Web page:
A Proud Legacy of Emergency Care

NewYork-Presbyterian Emergency Medical Services began as a team of 14 paramedics in 1973. Today, it is the largest hospital-based EMS provider in the city, racing to the scene when New Yorkers need them most.

Fifty years ago, NewYork-Presbyterian Emergency Medical Services (NYP-EMS) began with just two ambulances and a team of 14 paramedics. A small but ambitious operation, NewYork-Presbyterian/Weill Cornell Medical Center (what was then New York Hospital) partnered with the Empire State Ambulance Service to form a program that was “the first of its kind in [New York] City to use specially trained emergency paramedics,” according to a 1973 article in The New York Times. “In addition to completing all training requirements for a state license, they were given an additional 125 hours of instruction at New York Hospital before their graduation in March.”

“When this all started back in the 1970s, emergency medicine as we know it today didn’t exist,” explains Dr. Wallace Carter, who began his medical career as a paramedic with the program in 1977 and is today the senior associate medical director for NYP-EMS. “There were no board-certified specialists, and there was no EMS system.”

According to Dr. Carter, it was thanks to those initial efforts to get the program off the ground that led to NYP-EMS becoming a leader and model for emergency care programs across the country. Today, NYP-EMS is the largest hospital-based Emergency Medical Services provider in New York City, with more than 50 state-of-the-art ambulance units and a team of more than 400 paramedics, EMTs, and critical care paramedics.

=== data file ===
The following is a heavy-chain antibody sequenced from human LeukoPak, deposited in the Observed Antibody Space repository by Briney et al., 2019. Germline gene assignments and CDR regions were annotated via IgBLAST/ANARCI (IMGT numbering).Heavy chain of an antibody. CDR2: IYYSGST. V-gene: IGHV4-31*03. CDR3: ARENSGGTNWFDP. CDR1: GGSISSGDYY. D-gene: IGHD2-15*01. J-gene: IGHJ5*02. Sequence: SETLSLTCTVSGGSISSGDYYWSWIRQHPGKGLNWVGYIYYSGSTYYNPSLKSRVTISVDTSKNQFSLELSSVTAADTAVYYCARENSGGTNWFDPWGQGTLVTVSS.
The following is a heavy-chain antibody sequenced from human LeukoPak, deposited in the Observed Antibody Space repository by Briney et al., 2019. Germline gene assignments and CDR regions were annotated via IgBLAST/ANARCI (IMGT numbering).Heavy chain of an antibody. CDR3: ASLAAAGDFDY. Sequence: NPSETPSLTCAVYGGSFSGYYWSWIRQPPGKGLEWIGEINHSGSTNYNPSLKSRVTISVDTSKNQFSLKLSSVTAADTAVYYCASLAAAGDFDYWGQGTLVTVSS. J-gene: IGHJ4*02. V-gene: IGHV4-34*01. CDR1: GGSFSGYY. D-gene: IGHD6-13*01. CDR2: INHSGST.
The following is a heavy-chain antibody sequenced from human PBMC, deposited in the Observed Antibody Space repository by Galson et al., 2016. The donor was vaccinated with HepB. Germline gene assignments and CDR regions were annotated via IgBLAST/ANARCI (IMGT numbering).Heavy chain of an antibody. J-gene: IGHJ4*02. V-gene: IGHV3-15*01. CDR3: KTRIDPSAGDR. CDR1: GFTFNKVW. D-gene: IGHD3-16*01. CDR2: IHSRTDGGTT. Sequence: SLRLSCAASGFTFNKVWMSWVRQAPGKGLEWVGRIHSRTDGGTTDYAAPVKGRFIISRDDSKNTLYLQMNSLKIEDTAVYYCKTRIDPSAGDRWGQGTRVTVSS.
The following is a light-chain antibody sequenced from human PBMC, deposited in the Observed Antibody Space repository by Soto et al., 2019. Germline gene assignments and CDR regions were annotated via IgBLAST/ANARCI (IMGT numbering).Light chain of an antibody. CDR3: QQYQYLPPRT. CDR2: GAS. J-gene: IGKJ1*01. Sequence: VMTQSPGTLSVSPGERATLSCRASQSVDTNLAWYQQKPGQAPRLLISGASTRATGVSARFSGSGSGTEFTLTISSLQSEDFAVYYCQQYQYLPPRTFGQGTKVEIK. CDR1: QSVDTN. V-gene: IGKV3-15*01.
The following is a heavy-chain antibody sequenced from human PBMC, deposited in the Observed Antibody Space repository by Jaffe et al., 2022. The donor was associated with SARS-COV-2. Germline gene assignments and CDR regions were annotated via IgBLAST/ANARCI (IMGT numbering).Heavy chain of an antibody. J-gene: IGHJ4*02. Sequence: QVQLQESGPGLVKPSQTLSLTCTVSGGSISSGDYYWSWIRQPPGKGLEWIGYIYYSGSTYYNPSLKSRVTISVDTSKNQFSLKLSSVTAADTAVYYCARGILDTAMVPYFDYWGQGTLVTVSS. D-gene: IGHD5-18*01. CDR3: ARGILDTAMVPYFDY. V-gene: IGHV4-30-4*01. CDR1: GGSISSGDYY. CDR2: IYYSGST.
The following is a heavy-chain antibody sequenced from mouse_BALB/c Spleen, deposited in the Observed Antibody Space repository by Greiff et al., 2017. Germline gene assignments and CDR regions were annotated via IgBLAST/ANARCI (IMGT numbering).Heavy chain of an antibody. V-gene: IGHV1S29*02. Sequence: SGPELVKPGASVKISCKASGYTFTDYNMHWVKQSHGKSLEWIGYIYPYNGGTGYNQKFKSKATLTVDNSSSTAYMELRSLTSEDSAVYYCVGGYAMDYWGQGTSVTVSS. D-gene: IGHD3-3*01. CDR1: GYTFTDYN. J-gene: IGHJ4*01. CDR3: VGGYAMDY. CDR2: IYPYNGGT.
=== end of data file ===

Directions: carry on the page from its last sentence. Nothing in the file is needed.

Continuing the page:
Growth and Expansion

In 1981, NewYork-Presbyterian established its own official ambulance service, which consisted of a “high-risk infant transport” vehicle, affectionately known as the “Baby Bus.” “Doctors would ride with us to pick up critical babies,” remembers Michael Koppel, manager of EMS Operations for NYP-EMS who started as an EMT in 1989. “And as we advanced, we were able to treat these pediatric patients by ourselves, because we had the necessary training and equipment.”

By 1990, the program was integrated into the 911 system, equipped with four ambulances, and a large mobile emergency room vehicle. In 1998, NYP-EMS became an official enterprise-wide department and began operating out of NewYork-Presbyterian/Columbia University Irving Medical Center and NewYork-Presbyterian Allen Hospital.

Over the next two decades, services expanded to operate out of NewYork-Presbyterian Brooklyn Methodist Hospital, NewYork-Presbyterian Lower Manhattan Hospital, and NewYork-Presbyterian Queens.

“EMS systems have developed significantly over the last several decades.” says Dr. Rahul Sharma, the chief and medical director of NYP-EMS and the emergency physician-in-chief at NewYork-Presbyterian/Weill Cornell Medical Center. “Today, EMS represents so much more than transport to the hospital, and in fact, plays a vital role in emergency care delivery. It is increasingly evident that the future of healthcare is dependent on care beyond the four walls of the hospital.  We’ve had to start looking at health care very differently, and EMS is a perfect example of a service that can transform care delivery.”

Helping New Yorkers and Beyond